The Andrew Neil Show review – back to his best with curry, porn and Jacob Rees-Mogg

Eleven months of Sundays have passed since a visibly uncomfortable Andrew Neil launched GB News, fighting sound and lighting issues at the new anti-woke network from which he soon resigned as lead presenter.

Now, Neil has started another new Sunday show at Channel 4, where a professional studio set-up allowed us to see how much happier and healthier he looked than on that grim night last June.

Although the type of viewer who would watch a political talk-show running opposite the Bafta awards would surely know who the presenter is, there were giant reminders as he sat between a sort of ego sandwich of the words The Andrew Neil Show in huge typeface both on the wall behind his desk and the facade in front.

Many of us watching are likely to have been refugees from This Week, one of the most original and authoritative political series ever, which Neil presented on BBC One from 2003-19.

There are echoes of that programme in the jokey opening – the host apparently caught unawares while eating curry and drinking champagne in his work place – and closing: Neil lifts up his script to reveal a copy of a hard-core tractor publication of the sort that apparently led the recently resigned Tory MP Neil Parish to be drawn into viewing porn.

And, where This Week had Diane Abbott and Michael Portillo as Neil’s resident left-right sidekicks, he will be joined on Channel 4 each week by Pippa Crerar of the Mirror and Madeline Grant of the Telegraph.

The network chose this start-date to follow last week’s local elections, but Neil and his team boldly ignored that event, with the presenter – who clearly seemed to have been given more editorial freedom than at the BBC – announcing that what really mattered was the cost of living crisis.

This created an uncomfortable evening for the live studio interviewee, Jacob Rees-Mogg, minister for Brexit Opportunities and Government Efficiency, who was asked no questions at all on the first half of his brief and just one on the second, as Neil pressed him relentlessly on why the Johnson administration, in the inflation and prices crisis, seem to be doing least for those families who most need it.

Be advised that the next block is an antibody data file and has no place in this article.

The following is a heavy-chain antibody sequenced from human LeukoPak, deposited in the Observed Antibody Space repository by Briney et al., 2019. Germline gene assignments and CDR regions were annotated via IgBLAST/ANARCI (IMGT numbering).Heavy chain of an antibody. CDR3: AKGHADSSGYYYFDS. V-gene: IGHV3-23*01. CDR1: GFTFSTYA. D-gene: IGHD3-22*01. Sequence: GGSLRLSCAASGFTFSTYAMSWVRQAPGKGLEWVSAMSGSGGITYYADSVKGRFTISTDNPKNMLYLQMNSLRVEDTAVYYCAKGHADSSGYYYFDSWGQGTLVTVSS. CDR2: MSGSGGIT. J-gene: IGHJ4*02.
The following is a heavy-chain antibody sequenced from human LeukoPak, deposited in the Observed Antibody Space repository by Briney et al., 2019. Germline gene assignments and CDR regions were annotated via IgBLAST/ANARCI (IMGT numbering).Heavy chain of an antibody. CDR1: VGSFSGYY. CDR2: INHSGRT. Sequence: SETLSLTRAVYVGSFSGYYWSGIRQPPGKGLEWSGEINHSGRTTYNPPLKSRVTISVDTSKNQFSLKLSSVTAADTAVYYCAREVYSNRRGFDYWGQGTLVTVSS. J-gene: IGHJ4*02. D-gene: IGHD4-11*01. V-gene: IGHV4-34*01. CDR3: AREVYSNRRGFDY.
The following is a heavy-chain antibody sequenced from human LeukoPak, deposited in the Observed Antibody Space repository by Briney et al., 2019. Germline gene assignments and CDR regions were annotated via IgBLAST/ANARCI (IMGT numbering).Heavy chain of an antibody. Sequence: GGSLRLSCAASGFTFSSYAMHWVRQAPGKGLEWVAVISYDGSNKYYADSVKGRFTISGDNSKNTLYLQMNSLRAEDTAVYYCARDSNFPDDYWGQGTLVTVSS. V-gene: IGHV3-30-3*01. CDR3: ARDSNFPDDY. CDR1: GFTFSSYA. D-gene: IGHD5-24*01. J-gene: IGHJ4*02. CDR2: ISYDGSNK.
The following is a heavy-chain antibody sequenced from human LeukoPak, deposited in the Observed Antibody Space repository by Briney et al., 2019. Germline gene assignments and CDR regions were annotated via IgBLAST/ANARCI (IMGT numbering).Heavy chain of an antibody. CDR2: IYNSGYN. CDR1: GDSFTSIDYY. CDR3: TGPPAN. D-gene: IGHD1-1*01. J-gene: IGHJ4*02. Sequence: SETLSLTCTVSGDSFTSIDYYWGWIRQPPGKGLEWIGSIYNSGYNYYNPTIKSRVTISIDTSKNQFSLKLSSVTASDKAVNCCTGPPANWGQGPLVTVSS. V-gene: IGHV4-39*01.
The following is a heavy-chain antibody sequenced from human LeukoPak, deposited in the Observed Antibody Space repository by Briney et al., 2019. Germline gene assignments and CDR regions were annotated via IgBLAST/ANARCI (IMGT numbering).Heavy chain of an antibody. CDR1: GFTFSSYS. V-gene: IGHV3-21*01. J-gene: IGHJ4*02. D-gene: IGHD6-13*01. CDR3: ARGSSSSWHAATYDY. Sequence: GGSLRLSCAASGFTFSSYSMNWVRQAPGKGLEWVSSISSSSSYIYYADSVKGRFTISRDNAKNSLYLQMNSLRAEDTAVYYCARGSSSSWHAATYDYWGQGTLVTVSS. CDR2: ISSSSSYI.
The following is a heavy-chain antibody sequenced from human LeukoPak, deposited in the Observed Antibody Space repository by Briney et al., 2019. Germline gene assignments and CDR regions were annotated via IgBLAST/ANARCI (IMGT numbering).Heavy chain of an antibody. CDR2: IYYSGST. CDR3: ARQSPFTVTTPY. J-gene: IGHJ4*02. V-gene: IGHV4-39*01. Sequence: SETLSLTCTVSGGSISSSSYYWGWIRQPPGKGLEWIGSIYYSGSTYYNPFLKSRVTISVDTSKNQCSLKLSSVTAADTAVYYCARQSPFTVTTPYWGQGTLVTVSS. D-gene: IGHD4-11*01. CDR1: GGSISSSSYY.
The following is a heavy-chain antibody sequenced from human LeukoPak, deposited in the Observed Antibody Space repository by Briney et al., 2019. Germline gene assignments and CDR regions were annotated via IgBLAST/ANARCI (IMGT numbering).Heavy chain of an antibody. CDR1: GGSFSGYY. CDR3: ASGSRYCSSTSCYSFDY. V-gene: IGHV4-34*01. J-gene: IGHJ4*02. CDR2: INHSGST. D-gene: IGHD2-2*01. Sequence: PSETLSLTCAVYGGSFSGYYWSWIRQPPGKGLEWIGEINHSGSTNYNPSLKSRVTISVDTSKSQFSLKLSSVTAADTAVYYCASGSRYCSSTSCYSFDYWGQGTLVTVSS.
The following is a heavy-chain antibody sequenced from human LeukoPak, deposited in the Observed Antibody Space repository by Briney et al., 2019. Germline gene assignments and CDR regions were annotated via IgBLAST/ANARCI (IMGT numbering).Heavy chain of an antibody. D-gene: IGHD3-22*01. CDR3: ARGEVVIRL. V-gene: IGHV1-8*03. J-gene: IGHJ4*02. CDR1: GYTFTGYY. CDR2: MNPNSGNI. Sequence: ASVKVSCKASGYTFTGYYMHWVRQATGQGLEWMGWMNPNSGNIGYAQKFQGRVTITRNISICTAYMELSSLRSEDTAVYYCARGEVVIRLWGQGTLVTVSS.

Rees-Mogg initially looked happy at the focus, always keen to play fantasy Chancellor of the Exchequer – but the true-blue politician looked increasingly true-red, seeming visibly angered by Neil’s combative approach: “The poorest need help now!”

This was Neil back to his best, combining forensic knowledge of statistics and documents with intense listening during the interview, rather than, as some TV inquisitors do, sticking to a rigid pre-prepared question list.

Caveats? Neil came close to Piers Morgan levels of narcissism when he scolded Rees-Mogg, “You don’t get away with cheap debating tricks! I grew up in a tougher debating school than you!” And he seemed so pumped up by the flaying of Jacob that he was too rude to Grant and Crerar in their segment at the end of the show. In future editions, he should treat these sharp journalists more as co-hosts.

It also seemed strange that the weekend’s biggest political story – the convulsions in Northern Ireland caused by a Sinn Fein majority and a DUP ultimatum to London on post-Brexit border protocols – was touched on only in Neil’s outro.

At some point in the run, a cheeky guest will ask Neil whether he thinks Channel 4 should be privatised – which could be interesting – but the network has done well in getting the premier political interviewer back at a first-class broadcaster.